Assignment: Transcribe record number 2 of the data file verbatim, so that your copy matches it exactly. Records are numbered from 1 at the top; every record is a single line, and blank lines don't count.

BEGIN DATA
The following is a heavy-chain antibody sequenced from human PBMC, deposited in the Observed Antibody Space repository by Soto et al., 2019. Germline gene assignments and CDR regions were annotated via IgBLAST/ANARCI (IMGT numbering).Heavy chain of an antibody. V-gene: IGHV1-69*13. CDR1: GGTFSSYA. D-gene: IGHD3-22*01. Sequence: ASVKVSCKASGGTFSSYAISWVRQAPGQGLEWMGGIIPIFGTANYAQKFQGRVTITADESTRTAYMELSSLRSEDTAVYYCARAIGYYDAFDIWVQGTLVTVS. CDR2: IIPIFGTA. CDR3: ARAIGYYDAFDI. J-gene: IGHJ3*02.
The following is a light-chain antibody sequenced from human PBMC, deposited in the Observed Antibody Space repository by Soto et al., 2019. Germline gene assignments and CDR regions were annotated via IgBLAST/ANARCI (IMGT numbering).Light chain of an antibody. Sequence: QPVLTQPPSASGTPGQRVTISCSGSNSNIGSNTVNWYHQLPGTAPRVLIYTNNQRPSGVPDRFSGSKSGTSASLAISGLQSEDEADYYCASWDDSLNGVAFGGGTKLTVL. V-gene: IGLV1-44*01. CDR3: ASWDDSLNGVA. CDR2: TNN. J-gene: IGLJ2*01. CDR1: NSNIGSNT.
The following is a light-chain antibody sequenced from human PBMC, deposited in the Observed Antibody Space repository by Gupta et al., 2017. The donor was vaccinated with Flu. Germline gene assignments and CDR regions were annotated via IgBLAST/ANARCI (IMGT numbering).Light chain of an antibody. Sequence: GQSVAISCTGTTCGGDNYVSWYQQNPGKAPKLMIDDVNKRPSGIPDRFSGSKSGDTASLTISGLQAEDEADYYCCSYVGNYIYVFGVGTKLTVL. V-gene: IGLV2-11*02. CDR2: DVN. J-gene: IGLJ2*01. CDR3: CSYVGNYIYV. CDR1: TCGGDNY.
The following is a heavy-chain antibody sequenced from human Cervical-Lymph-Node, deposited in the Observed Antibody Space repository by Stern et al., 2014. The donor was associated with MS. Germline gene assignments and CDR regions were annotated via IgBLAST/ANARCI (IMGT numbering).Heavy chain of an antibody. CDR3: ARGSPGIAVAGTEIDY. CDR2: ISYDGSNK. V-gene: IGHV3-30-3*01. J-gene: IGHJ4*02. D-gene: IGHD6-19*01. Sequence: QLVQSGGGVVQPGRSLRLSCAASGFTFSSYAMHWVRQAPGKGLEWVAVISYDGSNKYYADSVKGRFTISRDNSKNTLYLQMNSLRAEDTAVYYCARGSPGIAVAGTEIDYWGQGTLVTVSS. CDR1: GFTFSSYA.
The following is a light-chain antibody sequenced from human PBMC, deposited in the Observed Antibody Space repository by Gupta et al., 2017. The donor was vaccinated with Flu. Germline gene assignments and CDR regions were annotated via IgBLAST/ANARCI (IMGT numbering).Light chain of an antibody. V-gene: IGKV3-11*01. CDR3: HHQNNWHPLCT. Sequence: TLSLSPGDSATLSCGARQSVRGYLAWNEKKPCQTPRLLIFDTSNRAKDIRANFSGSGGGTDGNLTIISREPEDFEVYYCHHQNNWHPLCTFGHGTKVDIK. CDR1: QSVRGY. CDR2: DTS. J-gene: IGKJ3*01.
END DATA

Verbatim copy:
The following is a light-chain antibody sequenced from human PBMC, deposited in the Observed Antibody Space repository by Soto et al., 2019. Germline gene assignments and CDR regions were annotated via IgBLAST/ANARCI (IMGT numbering).Light chain of an antibody. Sequence: QPVLTQPPSASGTPGQRVTISCSGSNSNIGSNTVNWYHQLPGTAPRVLIYTNNQRPSGVPDRFSGSKSGTSASLAISGLQSEDEADYYCASWDDSLNGVAFGGGTKLTVL. V-gene: IGLV1-44*01. CDR3: ASWDDSLNGVA. CDR2: TNN. J-gene: IGLJ2*01. CDR1: NSNIGSNT.